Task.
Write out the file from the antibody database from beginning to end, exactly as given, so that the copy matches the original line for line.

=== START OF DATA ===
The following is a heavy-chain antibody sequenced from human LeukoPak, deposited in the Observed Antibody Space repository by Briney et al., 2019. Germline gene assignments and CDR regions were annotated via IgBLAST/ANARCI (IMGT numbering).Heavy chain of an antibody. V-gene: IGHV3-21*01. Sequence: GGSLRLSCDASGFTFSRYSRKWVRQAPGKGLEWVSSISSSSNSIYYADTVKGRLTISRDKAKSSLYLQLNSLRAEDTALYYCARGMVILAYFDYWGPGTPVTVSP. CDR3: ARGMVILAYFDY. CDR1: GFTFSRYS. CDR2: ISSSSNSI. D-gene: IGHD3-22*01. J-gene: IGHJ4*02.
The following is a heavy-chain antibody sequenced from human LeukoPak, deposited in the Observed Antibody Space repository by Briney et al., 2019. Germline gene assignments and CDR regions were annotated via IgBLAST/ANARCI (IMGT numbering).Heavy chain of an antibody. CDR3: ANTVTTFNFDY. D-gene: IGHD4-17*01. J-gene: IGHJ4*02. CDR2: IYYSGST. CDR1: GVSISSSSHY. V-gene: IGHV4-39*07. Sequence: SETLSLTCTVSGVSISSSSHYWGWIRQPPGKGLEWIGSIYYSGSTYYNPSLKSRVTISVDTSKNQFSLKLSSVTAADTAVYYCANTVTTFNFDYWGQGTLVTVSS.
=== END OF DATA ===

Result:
The following is a heavy-chain antibody sequenced from human LeukoPak, deposited in the Observed Antibody Space repository by Briney et al., 2019. Germline gene assignments and CDR regions were annotated via IgBLAST/ANARCI (IMGT numbering).Heavy chain of an antibody. V-gene: IGHV3-21*01. Sequence: GGSLRLSCDASGFTFSRYSRKWVRQAPGKGLEWVSSISSSSNSIYYADTVKGRLTISRDKAKSSLYLQLNSLRAEDTALYYCARGMVILAYFDYWGPGTPVTVSP. CDR3: ARGMVILAYFDY. CDR1: GFTFSRYS. CDR2: ISSSSNSI. D-gene: IGHD3-22*01. J-gene: IGHJ4*02.
The following is a heavy-chain antibody sequenced from human LeukoPak, deposited in the Observed Antibody Space repository by Briney et al., 2019. Germline gene assignments and CDR regions were annotated via IgBLAST/ANARCI (IMGT numbering).Heavy chain of an antibody. CDR3: ANTVTTFNFDY. D-gene: IGHD4-17*01. J-gene: IGHJ4*02. CDR2: IYYSGST. CDR1: GVSISSSSHY. V-gene: IGHV4-39*07. Sequence: SETLSLTCTVSGVSISSSSHYWGWIRQPPGKGLEWIGSIYYSGSTYYNPSLKSRVTISVDTSKNQFSLKLSSVTAADTAVYYCANTVTTFNFDYWGQGTLVTVSS.